Study Guide

The Faerie Queene Book 6, Canto 8

By Edmund Spenser

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Book 6, Canto 8

  • Our narrator warns women who have power over men in the realm of love to not abuse that power and become scornful but instead to be as gentle and mild as women ought to be.
  • Mirabella is a good example of what happens to women who scorn men's love. She's now even sadder since Timias has been taken captive trying to help her.
  • As they go along, they run into Arthur and one of the knights he fought earlier, named Enias.
  • When Timias sees Arthur, he's ashamed to be found in such a low, captive state.
  • Enias is disturbed to see what is happening and asks Arthur is he can go fight them in order to stop them tormenting Timias and Mirabella.
  • Arthur agrees and Enias heads straight for them, fighting with Disdain, at first ducking Disdain's fatal blows. But soon, like Timias, he finds himself on the ground about to be tied up.
  • When Arthur sees this, he runs to help Enias, and begins fighting Disdain.
  • Although Disdain's blows are unpredictable, Arthur's skill is clear and he avoids them all, finally avoiding even Disdain's great, final blow by sliding under his legs and hitting his knees.
  • He prepares to cut off Disdain's head, but Mirabella asks him to stop, explaining that their fates are tied.
  • Arthur wants to know more and she tells her story: how she was beautiful but disdained love and only loved herself and so Cupid gave her this fate as punishment.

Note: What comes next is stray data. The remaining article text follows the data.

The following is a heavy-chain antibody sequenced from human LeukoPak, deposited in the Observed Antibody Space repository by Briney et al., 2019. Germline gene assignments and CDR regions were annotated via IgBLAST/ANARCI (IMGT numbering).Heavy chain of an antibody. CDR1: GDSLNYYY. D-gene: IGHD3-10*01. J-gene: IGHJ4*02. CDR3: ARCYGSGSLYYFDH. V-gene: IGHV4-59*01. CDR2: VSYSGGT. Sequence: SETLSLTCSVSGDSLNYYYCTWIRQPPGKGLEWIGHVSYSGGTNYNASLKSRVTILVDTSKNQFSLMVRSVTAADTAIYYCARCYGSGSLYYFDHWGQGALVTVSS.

• Arthur thinks this punishment is just and then asks why she carries a bottle in front and a pack on her back, when really Disdain should be carrying those.
  • She explains that the bottle is meant to carry the tears of her repentance and the bag carries things she has done in order to repent.
  • So Arthur lets Disdain go and turns to find Timias their captive, and is delighted, though confused, to see his old squire.
  • Meanwhile, the savage man is attacking Scorn for tormenting Enias, until Mirabella's cries cause Arthur to make him stop.
  • Arthur leaves his next move up to Mirabella, offering to either let her go on her way with her punishment or he can help release her.
  • She chooses to fulfill her punishment and departs from everyone.
  • Arthur too, who has an adventure he need to complete, also goes his own way.
  • But now, we need to hear about what happened to poor Serena, who fled from the scene when she thought Disdain had killed Timias.
  • She fled for a long time until danger seemed past and then got off her horse to rest and contemplate her sad situation, blaming Calepine for abandoning her.
  • She finally falls asleep, unknowingly resting near a nation of savages who steal, cause havoc, and—worst of all—are cannibals.
  • When they come across Serena, they can't believe their good luck and, after letting her sleep her fill, decide to sacrifice her to their god.
  • As she sleeps, they each pick their favorite body part and when she wakes they snatch off all her jewels and her clothing.
  • Seeing her naked, they all begin to desire her for themselves, and again note the perfection of her various body parts.
  • But the priest makes sure none of them try to rape her, since that would defile her as a sacrifice, and so they take her to a clearing where they construct an altar.
  • Once it's evening, they prepare to sacrifice her and almost follow through when (ta-da!) Calepine comes galloping in to the rescue. He has been looking for Serena in these very woods.
  • He easily slays many of the savages and releases the woman, although he doesn't find out until daytime that it's Serena.

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